Well, now we know. To no surprise, the biggest government boondoggle in modern times was narrowly passed in the U.S. House of Representatives, thanks to some good old-fashioned horse trading. By seven votes, the Waxman-Markey climate-change legislation squeaked out, and no doubt Rep. Henry Waxman, D-Calif., is breathing a sigh of relief.

Turns out that one hold-out, Rep. Marcy Kaptur, D-Ohio, drives a hard bargain. Thanks to her middle-of-the-night deal making—and that of a host of others--HR2454 is on its way to the Senate. If it comes out intact, along with paying the de facto taxes imposed by the "cap and trade" scheme, taxpayers also get the privilege of funding, to the tune of $3.5 billion, Kaptur's new federal authority to make taxpayer-financed loans for economic development and renewable energy projects in Ohio.

Let's hope her new "power authority" at least requires a down payment on the money that it loans, a standard of practice that other quasi-government financial agencies like Fannie Mae and Freddie Mac overlooked. I wonder what the taxpayers' rate of return on our $3-5 billion investment will be?

In the wee hours of the night, when Americans were tossing and turning, thanks to worries about how they are going to pay their bills at the end of the month, common sense was horse-traded away. A 310-page amendment, no doubt to entice hold-outs to vote "aye," was attached to the bill that is supposedly going to ensure that, for the first time in 4 billion years, the Earth's climate will not change.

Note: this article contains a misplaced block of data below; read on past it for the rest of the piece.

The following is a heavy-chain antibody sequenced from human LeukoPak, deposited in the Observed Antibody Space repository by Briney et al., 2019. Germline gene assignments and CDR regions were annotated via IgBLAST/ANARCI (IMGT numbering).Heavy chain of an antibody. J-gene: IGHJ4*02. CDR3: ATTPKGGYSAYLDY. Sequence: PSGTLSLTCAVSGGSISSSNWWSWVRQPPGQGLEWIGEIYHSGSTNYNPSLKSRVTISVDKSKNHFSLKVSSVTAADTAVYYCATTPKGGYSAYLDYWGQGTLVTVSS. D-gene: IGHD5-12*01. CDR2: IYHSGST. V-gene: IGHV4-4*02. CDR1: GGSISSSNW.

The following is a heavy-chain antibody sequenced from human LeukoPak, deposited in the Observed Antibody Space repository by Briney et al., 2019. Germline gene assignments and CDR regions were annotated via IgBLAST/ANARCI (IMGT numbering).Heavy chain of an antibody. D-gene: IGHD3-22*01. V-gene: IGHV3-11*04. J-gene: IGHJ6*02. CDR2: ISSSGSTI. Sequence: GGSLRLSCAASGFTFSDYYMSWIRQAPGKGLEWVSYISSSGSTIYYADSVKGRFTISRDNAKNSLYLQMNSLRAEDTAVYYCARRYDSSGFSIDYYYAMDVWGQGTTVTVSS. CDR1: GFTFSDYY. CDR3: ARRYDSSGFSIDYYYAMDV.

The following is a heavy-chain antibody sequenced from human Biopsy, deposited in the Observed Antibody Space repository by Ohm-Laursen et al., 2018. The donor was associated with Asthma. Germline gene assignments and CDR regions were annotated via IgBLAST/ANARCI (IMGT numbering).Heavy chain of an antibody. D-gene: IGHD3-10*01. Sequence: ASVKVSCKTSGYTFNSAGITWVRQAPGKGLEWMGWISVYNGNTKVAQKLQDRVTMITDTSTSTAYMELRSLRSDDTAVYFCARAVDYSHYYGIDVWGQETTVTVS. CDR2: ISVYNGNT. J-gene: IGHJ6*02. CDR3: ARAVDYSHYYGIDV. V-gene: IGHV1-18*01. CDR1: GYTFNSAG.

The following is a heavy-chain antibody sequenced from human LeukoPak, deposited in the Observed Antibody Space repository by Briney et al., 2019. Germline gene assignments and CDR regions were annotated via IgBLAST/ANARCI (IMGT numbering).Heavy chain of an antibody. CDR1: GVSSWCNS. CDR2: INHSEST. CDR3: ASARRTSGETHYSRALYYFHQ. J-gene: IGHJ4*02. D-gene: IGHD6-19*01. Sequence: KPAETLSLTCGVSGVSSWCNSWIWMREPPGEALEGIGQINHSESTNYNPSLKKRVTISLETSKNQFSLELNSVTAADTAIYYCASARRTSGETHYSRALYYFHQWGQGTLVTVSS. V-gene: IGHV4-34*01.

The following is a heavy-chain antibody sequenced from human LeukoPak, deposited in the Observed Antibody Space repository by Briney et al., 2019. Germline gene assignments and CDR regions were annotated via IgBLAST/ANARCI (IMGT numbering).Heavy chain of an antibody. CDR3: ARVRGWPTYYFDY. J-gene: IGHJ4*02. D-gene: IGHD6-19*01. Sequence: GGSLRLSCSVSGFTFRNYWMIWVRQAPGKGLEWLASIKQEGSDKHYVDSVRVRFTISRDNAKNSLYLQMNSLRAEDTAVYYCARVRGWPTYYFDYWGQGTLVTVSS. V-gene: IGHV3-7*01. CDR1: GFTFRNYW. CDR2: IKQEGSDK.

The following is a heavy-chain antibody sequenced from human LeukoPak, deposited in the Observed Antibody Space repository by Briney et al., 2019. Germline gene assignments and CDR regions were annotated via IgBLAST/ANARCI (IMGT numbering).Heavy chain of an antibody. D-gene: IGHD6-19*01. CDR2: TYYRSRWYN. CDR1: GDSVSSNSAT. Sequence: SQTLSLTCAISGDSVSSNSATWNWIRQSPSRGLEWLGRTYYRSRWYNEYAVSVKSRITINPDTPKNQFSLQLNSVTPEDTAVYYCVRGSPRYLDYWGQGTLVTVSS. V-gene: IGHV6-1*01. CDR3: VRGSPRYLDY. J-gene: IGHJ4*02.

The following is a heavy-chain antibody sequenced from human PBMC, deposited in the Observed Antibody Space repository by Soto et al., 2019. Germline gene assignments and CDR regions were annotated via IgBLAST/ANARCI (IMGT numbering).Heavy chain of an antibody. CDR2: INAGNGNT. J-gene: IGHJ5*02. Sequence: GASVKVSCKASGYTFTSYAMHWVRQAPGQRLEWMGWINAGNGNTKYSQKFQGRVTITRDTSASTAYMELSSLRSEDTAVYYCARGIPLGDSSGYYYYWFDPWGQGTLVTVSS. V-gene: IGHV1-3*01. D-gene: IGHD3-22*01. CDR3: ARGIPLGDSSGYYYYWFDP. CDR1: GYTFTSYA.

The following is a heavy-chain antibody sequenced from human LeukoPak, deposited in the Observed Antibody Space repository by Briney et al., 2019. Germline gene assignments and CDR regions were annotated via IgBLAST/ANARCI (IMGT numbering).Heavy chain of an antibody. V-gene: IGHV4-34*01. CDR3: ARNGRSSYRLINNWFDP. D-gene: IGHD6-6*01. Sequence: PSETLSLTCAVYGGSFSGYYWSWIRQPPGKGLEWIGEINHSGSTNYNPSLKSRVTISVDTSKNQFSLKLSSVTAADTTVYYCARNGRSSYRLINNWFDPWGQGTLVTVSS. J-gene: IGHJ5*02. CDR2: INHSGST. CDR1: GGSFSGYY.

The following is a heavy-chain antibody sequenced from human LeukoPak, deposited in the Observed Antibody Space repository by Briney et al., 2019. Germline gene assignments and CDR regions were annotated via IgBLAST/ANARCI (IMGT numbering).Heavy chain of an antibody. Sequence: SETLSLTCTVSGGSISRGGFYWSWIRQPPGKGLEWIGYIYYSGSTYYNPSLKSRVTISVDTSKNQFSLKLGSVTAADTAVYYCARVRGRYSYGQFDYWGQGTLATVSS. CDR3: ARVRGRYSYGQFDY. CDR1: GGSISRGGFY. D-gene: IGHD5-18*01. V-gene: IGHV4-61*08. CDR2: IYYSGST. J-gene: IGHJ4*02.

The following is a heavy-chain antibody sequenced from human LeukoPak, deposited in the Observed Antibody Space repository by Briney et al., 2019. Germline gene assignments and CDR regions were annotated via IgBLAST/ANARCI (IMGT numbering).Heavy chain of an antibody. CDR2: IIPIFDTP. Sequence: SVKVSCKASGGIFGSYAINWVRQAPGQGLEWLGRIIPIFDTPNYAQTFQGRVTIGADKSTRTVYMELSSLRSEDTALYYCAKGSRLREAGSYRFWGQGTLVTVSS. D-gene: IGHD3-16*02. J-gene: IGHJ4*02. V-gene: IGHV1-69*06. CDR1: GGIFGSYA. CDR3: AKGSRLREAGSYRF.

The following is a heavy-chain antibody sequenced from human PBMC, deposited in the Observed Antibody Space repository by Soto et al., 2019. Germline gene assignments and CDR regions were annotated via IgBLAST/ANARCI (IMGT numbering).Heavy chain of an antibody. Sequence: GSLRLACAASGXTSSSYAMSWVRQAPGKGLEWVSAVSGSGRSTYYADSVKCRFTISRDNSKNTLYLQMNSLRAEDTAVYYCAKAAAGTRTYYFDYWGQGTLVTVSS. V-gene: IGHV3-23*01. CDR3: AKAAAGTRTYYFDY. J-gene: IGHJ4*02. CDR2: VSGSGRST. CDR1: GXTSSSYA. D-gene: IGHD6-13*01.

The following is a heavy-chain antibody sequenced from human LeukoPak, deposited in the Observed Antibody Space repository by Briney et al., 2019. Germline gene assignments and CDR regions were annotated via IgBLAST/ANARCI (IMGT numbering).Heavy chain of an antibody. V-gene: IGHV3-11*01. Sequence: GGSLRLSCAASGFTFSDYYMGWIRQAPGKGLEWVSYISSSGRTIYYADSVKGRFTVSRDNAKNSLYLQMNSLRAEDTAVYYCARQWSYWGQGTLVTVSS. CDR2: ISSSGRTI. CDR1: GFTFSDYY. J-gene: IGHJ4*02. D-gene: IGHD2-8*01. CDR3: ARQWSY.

In Texas everybody knows that if you don't like the weather just wait a day, because it will be totally different tomorrow. I hope before any climate-change bill is signed into law we can get Texas' weather just the way we want it, for good.

One energy success story is clean-burning natural gas. Technology developed by visionaries, not inside-the-Beltway, so-called experts, has paved the way for responsible production of this clean burning fuel.

Drilling for natural gas found in places once deemed unreachable is now common place across the country. In fact, America is so rich in natural gas that, with the sound management of the fields that is occurring today, our country could produce almost as much clean energy as we consume—if we wanted to. That is the definition of energy independence to me.

--Elizabeth Ames Jones

About the author: Elizabeth Ames Jones is a member of the Texas Railroad Commission. She can be contacted at commissioner.elizabethjones@rrc.state.tx.us and 877-228-5740.